In the final Chapter, Lewis considers the rejection of the concept of "values" altogether: "The Abolition of Man". He asks "In what sense is Man the possessor of increasing power over Nature?" 
Lewis looks at three technologies by way of specific examples: the aeroplane, the wireless, and contraception. He finds man is as much the subject as the possessor -- a target of bombs and propaganda, and eugenic preferences. "What we call Man's power over Nature turns out to be a power exercised by some men over other men with Nature as its instrument".  Power won by man is a power over men, and we are then weaker as well as stronger. This is what our "conquest" over Nature really means.
Finally, "Human nature will be the last part of Nature to surrender to Man".  Lewis imagines a "new Natural Philosophy". He admits hardly knowing what he is asking for--a regenerating science, that he believes is underlying all civilizations which are all really One, reflected in Natural Law.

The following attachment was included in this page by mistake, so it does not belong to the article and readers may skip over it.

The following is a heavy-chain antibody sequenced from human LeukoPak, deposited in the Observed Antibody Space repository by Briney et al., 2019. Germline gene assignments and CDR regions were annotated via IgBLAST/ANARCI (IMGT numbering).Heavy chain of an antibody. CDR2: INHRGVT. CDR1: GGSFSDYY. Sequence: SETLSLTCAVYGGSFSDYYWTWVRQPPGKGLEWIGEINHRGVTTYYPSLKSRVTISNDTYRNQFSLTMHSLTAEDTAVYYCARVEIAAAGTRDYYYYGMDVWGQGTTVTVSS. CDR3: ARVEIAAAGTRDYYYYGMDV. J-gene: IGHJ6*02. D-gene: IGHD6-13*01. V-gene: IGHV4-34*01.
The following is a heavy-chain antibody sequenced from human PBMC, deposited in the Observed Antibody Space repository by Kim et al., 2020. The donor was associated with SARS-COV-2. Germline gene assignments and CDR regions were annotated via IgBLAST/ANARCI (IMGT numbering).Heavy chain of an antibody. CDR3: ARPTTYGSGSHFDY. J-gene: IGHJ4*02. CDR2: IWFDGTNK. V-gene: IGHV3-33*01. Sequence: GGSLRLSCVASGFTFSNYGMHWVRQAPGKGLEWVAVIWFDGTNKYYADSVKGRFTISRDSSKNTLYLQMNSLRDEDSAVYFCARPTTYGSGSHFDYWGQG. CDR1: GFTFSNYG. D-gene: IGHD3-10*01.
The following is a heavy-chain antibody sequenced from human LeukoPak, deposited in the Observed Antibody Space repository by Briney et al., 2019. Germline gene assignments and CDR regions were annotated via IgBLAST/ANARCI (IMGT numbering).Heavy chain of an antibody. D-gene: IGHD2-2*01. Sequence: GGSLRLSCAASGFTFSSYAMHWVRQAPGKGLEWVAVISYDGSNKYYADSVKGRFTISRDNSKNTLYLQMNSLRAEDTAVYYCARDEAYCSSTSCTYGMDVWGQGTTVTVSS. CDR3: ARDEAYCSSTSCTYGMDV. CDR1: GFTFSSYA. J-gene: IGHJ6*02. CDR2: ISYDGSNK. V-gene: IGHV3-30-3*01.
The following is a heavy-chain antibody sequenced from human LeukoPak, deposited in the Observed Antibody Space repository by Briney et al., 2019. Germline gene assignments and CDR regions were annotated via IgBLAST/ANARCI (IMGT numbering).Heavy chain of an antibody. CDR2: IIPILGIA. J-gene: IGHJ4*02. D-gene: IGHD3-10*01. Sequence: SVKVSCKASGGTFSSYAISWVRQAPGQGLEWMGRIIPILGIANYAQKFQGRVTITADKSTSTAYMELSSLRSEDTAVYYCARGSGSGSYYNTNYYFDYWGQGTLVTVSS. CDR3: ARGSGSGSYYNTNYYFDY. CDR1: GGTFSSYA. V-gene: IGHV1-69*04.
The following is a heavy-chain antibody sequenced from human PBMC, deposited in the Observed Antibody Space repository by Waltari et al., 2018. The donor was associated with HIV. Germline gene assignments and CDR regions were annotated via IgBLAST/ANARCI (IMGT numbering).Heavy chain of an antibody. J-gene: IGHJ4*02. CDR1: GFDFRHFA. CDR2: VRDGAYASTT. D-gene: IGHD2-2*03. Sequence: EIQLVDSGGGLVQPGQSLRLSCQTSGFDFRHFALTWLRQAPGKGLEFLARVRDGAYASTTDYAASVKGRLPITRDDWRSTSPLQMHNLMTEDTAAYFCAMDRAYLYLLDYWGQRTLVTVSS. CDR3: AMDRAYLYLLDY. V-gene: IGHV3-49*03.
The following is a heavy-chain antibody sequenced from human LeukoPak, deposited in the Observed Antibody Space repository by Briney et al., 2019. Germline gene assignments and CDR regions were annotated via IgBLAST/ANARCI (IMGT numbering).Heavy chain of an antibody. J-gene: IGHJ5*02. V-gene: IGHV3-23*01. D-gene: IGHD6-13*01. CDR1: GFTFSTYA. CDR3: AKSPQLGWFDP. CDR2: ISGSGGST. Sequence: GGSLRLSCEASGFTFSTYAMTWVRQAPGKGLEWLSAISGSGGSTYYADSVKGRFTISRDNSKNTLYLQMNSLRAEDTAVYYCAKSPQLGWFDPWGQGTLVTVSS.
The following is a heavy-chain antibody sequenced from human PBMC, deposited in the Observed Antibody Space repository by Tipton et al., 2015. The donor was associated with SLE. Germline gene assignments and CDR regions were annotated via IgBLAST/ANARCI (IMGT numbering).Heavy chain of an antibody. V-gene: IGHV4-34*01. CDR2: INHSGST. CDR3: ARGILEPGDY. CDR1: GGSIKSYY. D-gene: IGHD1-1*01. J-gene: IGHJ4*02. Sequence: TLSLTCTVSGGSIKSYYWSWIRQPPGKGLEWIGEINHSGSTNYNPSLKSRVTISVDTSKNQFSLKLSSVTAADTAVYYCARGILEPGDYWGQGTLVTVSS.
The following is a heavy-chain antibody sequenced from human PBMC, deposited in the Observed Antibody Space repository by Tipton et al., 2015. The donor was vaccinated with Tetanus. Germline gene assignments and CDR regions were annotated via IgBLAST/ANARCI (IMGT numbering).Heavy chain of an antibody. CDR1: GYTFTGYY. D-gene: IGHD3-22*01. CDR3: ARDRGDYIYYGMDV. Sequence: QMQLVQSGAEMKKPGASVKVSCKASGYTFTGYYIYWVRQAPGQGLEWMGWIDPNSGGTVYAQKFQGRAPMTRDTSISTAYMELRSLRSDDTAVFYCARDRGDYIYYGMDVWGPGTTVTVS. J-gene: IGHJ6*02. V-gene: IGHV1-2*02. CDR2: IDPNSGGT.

One of the significant, wonderfully illustrative and useful parts, of this little book, is the hand collected list of examples of this "law" with which Lewis concludes the book. The Appendix provides corroborative "testimonies" arising from different times and places on the planet. It is submitted that ancient Sumerian and Egyptian priests, Chinese sages, Hebrew prophets, Roman jurists, Hindu moralists, Christian saints, all say essentially the same thing. We are left with de facto universal morality.
“When the man said This is sublime he appeared to be making a remark
about the waterfall….Actually…he was not making a remark about the
waterfall, but a remark about his own feelings….This confusion
is continually present in language as we use it. We appear to be
saying something very important about something; and actually we are
only saying something about our own feelings.”